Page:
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Resorts Casino Hotel CEO, Dennis Gomes, Dies at age 68

By Donald Wittkowski, The Press of Atlantic City, Pleasantville, N.J.McClatchy-Tribune Regional News

Feb. 24, 2012--ATLANTIC CITY -- Dennis Gomes, the chief executive officer of Resorts Casino Hotel and a marketing whiz whose wacky publicity stunts created national attention for the city he loved, has died.

Resorts spokeswoman Courtney Birmingham said Gomes died Thursday night, but she noted the company had no immediate plans to release the cause of death.

He was 68 and lived in Margate.

"We're trying to be respectful to his family right now," Birmingham said. "We know this was sudden, but we have to respect his family. Dennis was, above all else, a family man."

Gomes teamed with New York real estate magnate Morris Bailey to buy Resorts for $31.5 million in December 2010, saving Atlantic City's oldest casino from shutting down after it had defaulted on its mortgage and was taken over by lenders.

His death shook the casino industry.

"My family and I are deeply shocked and saddened by Dennis' untimely passing," Bailey said in a statement. "Dennis was a man of integrity who embraced all who knew him with respect and love. We have not only lost a business partner who was an industry leader and visionary -- we have lost a friend and family member. We are committed to continuing Dennis' vision for Resorts and Atlantic City, and our success will be a tribute to his memory."

Tributes poured in from other top gaming executives and casino regulators.

"It's a big blow," said Donald Trump. "Dennis was a friend and a terrific casino man."

Don Marrandino, president of the four Atlantic City casinos owned by Caesars Entertainment Corp., recalled Gomes as a man who loved Atlantic City.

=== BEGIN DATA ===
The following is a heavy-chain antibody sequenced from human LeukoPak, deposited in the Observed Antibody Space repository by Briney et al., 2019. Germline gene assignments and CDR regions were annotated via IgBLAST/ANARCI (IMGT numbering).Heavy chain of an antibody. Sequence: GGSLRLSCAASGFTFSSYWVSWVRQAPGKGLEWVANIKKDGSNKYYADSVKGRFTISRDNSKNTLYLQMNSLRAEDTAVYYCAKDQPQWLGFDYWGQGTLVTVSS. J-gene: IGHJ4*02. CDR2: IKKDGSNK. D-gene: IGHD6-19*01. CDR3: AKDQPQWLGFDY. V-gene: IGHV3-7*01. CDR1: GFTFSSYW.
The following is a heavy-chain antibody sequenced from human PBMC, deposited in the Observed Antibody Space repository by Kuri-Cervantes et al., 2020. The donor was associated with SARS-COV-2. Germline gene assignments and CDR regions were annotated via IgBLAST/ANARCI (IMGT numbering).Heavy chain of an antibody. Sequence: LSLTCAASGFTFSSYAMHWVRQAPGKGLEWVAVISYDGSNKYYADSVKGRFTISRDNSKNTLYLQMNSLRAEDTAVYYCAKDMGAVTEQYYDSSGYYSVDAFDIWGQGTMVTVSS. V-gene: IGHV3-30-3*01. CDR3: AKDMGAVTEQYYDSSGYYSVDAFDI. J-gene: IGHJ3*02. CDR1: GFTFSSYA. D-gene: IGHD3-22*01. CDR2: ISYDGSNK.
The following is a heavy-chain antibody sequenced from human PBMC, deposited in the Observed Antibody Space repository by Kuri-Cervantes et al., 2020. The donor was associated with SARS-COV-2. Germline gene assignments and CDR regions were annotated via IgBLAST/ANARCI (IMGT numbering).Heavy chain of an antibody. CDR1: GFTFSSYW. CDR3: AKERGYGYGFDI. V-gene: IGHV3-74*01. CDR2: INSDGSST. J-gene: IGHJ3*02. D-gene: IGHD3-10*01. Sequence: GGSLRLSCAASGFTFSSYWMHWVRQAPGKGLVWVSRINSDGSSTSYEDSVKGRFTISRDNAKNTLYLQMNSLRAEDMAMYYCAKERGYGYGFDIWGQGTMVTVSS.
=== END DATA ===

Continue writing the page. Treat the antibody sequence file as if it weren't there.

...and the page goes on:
"He was a guy who deeply cared about the city," Marrandino said. "We always talked about what we could do together to make things better."

Trump and Marrandino said Gomes' sudden death was shocking because he was well-known for his devotion to physical fitness and as a black belt in martial arts.

"Probably I've never known anyone else who worked so hard at staying physically fit," Trump said.

"He was a workout fanatic," Marrandino said. "He was always working out."

Gomes spent 40 years in the casino business in Atlantic City and Las Vegas. Early in his career as a Nevada gaming investigator, he exposed a money-skimming scam at the Stardust casino in Las Vegas that inspired the 1995 movie "Casino" starring Robert De Niro.

His career in Atlantic City included turns as a top executive at Trump Taj Mahal Casino Resort and Tropicana Casino and Resort. At Tropicana, he oversaw the construction of The Quarter, a $285 million retail, restaurant and nightclub complex that opened in late 2004 and was at the forefront of Atlantic City's push for more nongaming attractions.

Gomes also developed a reputation as a casino marketing expert. In the process, he concocted some oddball promotional events that generated national headlines, including one publicity stunt that pitted gamblers against tic-tac-toe playing chickens for a $10,000 prize.

Linda M. Kassekert, chair of the New Jersey Casino Control Commission, remembered Gomes' response when she asked him whether the chicken stunt would stir controversy among animal-rights advocates.

"He told me, 'Listen, that chicken is living better than you and me are living. He has his own suite,''' Kassekert said of Gomes' sense of humor.

In taking over at Resorts, Gomes saved a money-losing casino on the brink of closing. With Bailey's financial backing, Gomes rebranded Resorts with a Roaring '20s theme that capitalized on the national publicity of the hit HBO series "Boardwalk Empire," which was inspired by Prohibition-era Atlantic City.

Resorts has continued to lose money, but Gomes had predicted the casino would make a turnaround this year. Resorts and the Golden Nugget Atlantic City were the only casinos to post higher revenue in January, both up 3 percent.


(c)2012 The Press of Atlantic City (Pleasantville, N.J.)

Visit The Press of Atlantic City (Pleasantville, N.J.) at

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